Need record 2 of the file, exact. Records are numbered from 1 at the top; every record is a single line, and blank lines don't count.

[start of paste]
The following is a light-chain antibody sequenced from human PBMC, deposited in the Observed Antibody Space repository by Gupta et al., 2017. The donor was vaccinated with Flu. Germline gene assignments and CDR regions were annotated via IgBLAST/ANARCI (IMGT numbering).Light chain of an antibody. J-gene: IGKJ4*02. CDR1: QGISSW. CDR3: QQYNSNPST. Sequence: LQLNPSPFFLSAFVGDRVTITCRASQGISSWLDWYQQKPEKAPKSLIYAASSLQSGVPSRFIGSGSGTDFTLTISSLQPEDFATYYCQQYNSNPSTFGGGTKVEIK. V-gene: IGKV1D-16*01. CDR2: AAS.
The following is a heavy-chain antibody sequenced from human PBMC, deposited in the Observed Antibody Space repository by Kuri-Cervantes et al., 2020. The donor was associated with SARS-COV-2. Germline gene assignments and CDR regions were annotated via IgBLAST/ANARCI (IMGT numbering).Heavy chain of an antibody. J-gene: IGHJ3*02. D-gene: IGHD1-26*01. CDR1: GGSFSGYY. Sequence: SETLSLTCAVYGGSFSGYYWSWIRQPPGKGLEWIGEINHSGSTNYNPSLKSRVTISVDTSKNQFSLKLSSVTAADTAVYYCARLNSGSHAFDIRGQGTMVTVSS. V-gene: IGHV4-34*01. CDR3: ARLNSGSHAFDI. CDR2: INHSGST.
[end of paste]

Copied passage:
The following is a heavy-chain antibody sequenced from human PBMC, deposited in the Observed Antibody Space repository by Kuri-Cervantes et al., 2020. The donor was associated with SARS-COV-2. Germline gene assignments and CDR regions were annotated via IgBLAST/ANARCI (IMGT numbering).Heavy chain of an antibody. J-gene: IGHJ3*02. D-gene: IGHD1-26*01. CDR1: GGSFSGYY. Sequence: SETLSLTCAVYGGSFSGYYWSWIRQPPGKGLEWIGEINHSGSTNYNPSLKSRVTISVDTSKNQFSLKLSSVTAADTAVYYCARLNSGSHAFDIRGQGTMVTVSS. V-gene: IGHV4-34*01. CDR3: ARLNSGSHAFDI. CDR2: INHSGST.